English Online
with Speak Method


Online Classes 500 Words Pronunciation
R, Th, T and other sounds Business Communication
Local Classes Pronunciation Facts
TOEFL Prep ESL Stories
Contact us Vowel Sounds
Grammar and Idioms For Young People

Conditional Words (Also Called Modal Verbs)

Simple Present and Present Progressive have the same meaning, except the progressive tense emphasizes "now" or "very soon."
Present perfect relates a past condition.

Conditional Word
With Simple Present
With Present Perfect
With Present Progressive
it is necessary,
one ought to
I should go.
I should have gone.
I should be going.
it is possible,
one is capable
He could help you.
He could have helped you.
He could be helping, but he's not.
it may or may not happen,
can use either "may" or "might,"
but "might" is more
popular in regular speech
I might leave town.
I might have left town last night, but I didn't have time.
I might be leaving town.

The Polite and Conditional Word: Would

I would love to go shopping with you.
Thanks for inviting me. I'm excited!
I would go shopping with you, but my two year old  is sick.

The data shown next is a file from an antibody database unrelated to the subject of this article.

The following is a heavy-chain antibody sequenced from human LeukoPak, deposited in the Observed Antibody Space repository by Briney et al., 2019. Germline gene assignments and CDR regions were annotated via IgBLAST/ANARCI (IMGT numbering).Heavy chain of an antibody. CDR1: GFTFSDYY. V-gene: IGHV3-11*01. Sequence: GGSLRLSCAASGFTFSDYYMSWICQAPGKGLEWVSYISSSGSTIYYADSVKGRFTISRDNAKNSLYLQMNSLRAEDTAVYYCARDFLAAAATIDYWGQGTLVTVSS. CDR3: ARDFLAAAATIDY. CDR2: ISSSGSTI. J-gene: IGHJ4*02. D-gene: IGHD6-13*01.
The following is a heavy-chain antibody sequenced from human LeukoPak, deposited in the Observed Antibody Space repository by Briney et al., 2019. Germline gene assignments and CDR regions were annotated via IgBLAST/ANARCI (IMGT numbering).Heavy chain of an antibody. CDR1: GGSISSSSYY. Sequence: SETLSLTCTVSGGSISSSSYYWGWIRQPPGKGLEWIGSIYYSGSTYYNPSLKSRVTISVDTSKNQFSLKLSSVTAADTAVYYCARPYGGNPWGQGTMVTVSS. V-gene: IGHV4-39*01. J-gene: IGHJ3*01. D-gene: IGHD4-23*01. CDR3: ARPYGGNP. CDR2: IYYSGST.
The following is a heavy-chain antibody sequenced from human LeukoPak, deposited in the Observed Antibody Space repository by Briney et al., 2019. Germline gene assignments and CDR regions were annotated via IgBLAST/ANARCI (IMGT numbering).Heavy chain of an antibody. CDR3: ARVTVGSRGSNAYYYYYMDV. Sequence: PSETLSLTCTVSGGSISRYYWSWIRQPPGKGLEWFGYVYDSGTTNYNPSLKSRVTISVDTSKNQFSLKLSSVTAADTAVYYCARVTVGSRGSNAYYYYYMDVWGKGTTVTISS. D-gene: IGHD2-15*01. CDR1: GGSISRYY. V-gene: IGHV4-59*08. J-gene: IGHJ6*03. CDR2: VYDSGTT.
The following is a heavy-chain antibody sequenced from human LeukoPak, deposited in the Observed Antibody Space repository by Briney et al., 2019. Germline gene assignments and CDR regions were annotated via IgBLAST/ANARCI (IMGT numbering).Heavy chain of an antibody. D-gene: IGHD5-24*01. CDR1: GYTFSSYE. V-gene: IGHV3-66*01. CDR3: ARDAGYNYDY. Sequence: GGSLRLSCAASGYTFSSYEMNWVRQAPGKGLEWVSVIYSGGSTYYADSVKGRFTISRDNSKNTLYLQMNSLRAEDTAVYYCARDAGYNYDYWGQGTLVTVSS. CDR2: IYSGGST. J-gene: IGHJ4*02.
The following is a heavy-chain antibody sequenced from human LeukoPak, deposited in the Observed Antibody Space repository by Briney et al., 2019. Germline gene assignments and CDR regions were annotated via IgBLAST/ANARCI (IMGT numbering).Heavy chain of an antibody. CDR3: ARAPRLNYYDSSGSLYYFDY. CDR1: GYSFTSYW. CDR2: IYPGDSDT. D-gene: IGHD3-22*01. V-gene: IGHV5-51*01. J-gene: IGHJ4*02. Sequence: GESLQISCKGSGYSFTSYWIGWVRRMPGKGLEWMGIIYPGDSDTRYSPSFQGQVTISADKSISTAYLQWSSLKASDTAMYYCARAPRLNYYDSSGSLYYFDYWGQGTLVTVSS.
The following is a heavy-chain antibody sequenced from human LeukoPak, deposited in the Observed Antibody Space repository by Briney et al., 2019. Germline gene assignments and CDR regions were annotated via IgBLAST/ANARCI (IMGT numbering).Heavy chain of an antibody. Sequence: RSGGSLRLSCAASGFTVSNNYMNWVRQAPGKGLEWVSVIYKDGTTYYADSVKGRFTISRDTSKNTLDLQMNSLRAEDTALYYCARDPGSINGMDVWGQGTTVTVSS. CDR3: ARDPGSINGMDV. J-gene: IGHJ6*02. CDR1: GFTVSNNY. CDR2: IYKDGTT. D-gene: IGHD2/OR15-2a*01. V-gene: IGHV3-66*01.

I wish I could go, but I cannot.
I would like to make a suggestion.
I want to say something.
I would have talked to my manager, but I thought he wouldn't care about my ideas.
I wanted to speak to my manager, but it wasn't a good idea.
Would you please tell us what is on your mind?
Please say what you are thinking.
He would have listened, but he didn't have time.
He wanted to listen, but he could not.
She would like to go home now.
She wants to go home.
She would have gone home, but there was no one to drive her.
She wanted to go, but could not.

* "will" means the future. Sometimes people use it politely, as in "Will you go with me?" However, "will" does refer to the future or a question about a definite event. Would means "desire" or "want" and is used to politely ask, to politely give an answer or to bring up an uncertain, "maybe" condition. Notice that in all of the conditional sentences, you could substitute "would" with "might."
** "could" is often used in the same polite way as "would." Using "could" is more informal--people use it with friends/relatives. "Would" is best for being polite.


Get More Practice

Back to Grammar and Idioms

English Pronunciation News: Grammar

Learn by Language: Free Pronunciation Classes

Online Classes with Instructor

Back to Speak Method home.
Learn English pronunciation and grammar. Learn English speaking skills free online.

free english online learn english free online learn pronunciation english pronunciation